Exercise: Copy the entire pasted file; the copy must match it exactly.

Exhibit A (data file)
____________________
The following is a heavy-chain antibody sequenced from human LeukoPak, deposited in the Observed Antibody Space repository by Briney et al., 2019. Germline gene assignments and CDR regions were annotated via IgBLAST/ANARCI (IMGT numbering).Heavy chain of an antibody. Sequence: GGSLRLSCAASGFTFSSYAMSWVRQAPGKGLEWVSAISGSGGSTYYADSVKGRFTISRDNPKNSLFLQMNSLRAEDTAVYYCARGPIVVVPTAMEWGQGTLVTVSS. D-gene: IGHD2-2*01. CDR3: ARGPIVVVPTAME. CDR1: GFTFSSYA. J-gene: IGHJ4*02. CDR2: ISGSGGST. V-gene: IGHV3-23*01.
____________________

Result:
The following is a heavy-chain antibody sequenced from human LeukoPak, deposited in the Observed Antibody Space repository by Briney et al., 2019. Germline gene assignments and CDR regions were annotated via IgBLAST/ANARCI (IMGT numbering).Heavy chain of an antibody. Sequence: GGSLRLSCAASGFTFSSYAMSWVRQAPGKGLEWVSAISGSGGSTYYADSVKGRFTISRDNPKNSLFLQMNSLRAEDTAVYYCARGPIVVVPTAMEWGQGTLVTVSS. D-gene: IGHD2-2*01. CDR3: ARGPIVVVPTAME. CDR1: GFTFSSYA. J-gene: IGHJ4*02. CDR2: ISGSGGST. V-gene: IGHV3-23*01.